A spirited group of community, religious and labor activists gathered outside a Western Avenue McDonald’s today to connect their efforts to raise fast-food workers’ earnings with a new study disclosing how dependent such low-income employees are on public assistance.
Among the facts of low-income life that were dug up by the University of California, Berkeley Labor Center report:
“We’ve seen McDonald’s clown the workers and we’ve seen Ronald McDonald – did you like that?” the Reverend Lewis Logan asked at the top of the rally.
A new study released today by the University of California, Berkeley Labor Center estimates that taxpayers contribute around $7 billion annually to provide basic social service benefits and health care to families of America’s expanding ranks of low-wage fast-food workers. The study, Fast Food, Poverty Wages: The Public Cost of Low-Wage Jobs in the Fast-Food Industry, also found that:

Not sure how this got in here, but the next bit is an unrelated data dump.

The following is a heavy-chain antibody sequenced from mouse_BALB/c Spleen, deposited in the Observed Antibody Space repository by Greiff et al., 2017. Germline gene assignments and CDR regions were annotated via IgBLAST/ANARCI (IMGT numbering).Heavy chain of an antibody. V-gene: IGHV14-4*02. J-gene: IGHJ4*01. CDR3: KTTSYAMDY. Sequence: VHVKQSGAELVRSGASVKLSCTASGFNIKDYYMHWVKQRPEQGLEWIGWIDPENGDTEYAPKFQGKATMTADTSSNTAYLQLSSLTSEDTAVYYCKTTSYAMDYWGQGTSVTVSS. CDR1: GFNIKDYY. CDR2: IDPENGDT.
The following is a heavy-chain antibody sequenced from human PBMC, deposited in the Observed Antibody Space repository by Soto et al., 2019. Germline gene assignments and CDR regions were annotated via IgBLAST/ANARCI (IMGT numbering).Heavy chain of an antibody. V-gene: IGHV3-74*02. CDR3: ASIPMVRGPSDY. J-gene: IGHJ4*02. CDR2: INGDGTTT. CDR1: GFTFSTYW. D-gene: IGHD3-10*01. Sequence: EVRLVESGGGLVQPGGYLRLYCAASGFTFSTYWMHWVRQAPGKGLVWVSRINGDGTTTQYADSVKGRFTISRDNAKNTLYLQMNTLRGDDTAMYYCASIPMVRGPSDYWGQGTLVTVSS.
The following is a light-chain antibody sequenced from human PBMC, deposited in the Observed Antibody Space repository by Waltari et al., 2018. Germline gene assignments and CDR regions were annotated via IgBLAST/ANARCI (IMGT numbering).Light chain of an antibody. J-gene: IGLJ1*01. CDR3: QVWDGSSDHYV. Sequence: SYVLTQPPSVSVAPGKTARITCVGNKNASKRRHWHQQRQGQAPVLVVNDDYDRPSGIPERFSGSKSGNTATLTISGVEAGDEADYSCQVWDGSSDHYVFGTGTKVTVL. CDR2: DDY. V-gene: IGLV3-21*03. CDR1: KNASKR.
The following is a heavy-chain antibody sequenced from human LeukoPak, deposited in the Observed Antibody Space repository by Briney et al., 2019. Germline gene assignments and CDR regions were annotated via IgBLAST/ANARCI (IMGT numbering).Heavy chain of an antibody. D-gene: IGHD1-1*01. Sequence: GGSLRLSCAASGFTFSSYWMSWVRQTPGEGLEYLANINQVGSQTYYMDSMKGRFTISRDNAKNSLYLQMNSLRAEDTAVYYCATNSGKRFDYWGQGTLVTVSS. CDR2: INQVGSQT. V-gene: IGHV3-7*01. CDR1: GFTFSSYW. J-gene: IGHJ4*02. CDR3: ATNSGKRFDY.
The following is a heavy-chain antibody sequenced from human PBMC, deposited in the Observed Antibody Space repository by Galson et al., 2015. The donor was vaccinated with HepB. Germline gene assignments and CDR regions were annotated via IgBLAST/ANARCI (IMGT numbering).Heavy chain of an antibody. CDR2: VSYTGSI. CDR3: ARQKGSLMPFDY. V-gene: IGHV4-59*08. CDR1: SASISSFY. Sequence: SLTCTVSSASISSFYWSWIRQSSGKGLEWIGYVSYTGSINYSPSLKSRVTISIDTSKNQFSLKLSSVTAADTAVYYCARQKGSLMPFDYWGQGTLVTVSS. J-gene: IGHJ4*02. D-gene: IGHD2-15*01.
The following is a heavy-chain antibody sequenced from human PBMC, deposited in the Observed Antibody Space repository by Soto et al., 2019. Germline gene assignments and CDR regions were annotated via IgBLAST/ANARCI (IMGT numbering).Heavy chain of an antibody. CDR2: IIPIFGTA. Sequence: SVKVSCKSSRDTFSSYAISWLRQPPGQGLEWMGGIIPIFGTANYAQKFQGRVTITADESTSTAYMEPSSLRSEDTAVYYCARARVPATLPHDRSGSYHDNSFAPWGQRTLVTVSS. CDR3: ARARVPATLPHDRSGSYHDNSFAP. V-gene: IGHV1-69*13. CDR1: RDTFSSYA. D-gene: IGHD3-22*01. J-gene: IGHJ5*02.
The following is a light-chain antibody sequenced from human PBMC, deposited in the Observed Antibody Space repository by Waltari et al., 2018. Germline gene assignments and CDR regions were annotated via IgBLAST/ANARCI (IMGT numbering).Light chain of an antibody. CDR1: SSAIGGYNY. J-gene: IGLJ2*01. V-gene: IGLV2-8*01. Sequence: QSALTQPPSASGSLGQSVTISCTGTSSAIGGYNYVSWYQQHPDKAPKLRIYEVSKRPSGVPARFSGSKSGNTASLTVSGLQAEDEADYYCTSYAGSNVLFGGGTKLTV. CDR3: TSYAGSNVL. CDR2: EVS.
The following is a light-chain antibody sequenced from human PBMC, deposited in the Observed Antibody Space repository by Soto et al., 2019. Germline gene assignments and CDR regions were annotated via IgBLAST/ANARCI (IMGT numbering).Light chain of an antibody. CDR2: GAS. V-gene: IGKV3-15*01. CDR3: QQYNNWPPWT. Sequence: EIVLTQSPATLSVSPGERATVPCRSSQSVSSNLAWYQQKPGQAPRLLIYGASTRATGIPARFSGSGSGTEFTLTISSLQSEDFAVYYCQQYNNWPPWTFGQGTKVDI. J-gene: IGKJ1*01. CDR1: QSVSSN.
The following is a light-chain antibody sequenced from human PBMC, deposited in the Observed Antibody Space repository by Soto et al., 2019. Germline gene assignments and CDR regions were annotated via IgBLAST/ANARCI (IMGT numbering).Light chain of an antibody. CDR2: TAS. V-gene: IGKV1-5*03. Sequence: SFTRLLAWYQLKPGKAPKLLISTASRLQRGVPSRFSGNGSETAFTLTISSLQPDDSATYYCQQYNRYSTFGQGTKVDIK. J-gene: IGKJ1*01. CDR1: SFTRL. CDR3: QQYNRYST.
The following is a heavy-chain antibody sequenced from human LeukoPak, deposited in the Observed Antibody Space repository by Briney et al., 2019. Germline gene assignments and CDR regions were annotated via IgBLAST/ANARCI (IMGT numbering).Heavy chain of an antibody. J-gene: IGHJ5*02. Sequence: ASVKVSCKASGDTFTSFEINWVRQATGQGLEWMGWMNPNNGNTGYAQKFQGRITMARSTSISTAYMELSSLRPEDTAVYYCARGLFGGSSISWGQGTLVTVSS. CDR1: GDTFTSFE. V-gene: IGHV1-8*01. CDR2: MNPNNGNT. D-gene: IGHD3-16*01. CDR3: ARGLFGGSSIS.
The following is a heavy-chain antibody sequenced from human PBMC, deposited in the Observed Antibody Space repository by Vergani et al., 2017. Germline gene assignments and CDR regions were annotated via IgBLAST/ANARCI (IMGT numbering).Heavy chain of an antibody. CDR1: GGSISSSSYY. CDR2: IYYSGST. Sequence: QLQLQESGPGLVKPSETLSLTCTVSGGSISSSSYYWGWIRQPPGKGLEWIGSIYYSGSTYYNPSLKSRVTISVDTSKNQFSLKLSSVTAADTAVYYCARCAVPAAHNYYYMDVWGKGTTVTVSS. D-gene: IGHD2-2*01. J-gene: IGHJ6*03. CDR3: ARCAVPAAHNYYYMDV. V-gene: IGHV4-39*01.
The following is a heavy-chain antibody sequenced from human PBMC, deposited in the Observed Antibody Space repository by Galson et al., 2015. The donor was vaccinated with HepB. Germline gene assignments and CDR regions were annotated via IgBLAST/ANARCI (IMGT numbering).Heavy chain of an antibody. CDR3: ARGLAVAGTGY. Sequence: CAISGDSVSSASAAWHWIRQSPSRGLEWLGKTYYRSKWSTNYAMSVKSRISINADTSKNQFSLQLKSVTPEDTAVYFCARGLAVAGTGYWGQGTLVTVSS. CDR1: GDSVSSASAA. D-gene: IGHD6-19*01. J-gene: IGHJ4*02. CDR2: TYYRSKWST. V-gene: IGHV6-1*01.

Under the dark cloud of government shutdowns and other conservative-created mayhem shines a silver lining — the recent gains of California’s low-wage workers. Governor Jerry Brown has signed one law raising the state’s minimum wage and another that provides domestic housekeepers, maids and nannies with the right to get overtime pay. These were huge triumphs in a climate of constriction and budget cuts. Such policies will improve the lives of hundreds of thousands of workers, as well as their families and communities.
These legislative victories are only as powerful as the organizing behind them. It was the huge numbers and commitment of thousands of organized workers (unionized or not) raising their voices that made it impossible for lawmakers to ignore their needs.
The exciting part of activating this new swath of workers is that many have historically not hailed from communities associated with trade unionism. Many come from low-income and/or immigrant communities of color.